Ashley's Moms, and I'm comfortable with her being the adult-in-charge for either of my children. She's been to my house; I've been to hers. She has attended school events. She has my cell phone number, my work number, and our home number.
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But it's important to note that we did not start out this way, and when I talk about open adoption in foster-adopt situations, this is not at all what I am recommending for others at the outset.
Each situation is different and every family will need to figure out for themselves what level of privacy protection is needed. In some cases, protecting the safety of the child will be a bigger concern than in others. Open adoption does not mean you have to bring the biological parent physically into your home or open up all areas of your life to them. Rather, it is more typically a limited relationship that takes place in a structured, controlled environment, with the adoptive parents setting the boundaries.
In our case, we started with a legal agreement stipulating that my husband and I would maintain a P.O. Box where Erica could write to us and/or Ashley. That was fine, but e-mail is easier so early on I set up an anonymous e-mail address. (Initially, we didn't reveal our last names.) Our early visits occurred in public places. At first, Erica was the only biological relative involved in the visits; later, we brought in Ashley's little brother Tyler, followed by other relatives (grandmothers, aunts, uncles, cousins).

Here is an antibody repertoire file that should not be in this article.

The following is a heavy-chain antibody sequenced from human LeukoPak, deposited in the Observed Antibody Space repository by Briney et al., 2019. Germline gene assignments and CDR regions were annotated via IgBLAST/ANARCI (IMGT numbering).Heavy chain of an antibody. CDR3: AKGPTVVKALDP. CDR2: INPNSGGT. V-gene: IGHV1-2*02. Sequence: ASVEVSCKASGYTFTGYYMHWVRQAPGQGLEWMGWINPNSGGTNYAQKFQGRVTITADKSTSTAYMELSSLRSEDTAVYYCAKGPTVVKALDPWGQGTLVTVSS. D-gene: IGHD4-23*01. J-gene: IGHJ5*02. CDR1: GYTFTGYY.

The agreement that my husband and I signed prior to the adoption gives Erica the right to at least one visit per year. (Obviously, we have decided to do visitation on a much more frequent basis.) We have the choice of supervising the visits ourselves or of having them supervised by a third party (our area has centers where supervised visits can take place). We chose to supervise the visits ourselves and this worked out great for us. The first visit following Ashley’s adoption finalization took place at a roller rink and involved Erica, Ashley, and myself. At a later visit, Ashley and Erica got pedicures at a local salon while I waited in the lobby. Currently, "supervision" is no longer an issue for us -- we are comfortable with Ashley having time alone with Erica -- but we got to that comfort level by getting to know Erica over time.
We started with a bunch of protections in place and dropped them one by one as we became aware that they were not necessary for our particular situation. Erica's recovery and current level of stability has made it possible for us to move into a level of openness that would not have been possible otherwise. If her situation had been different, we still would have wanted to maintain some level of connection with her, but we wouldn't have the same level of openness.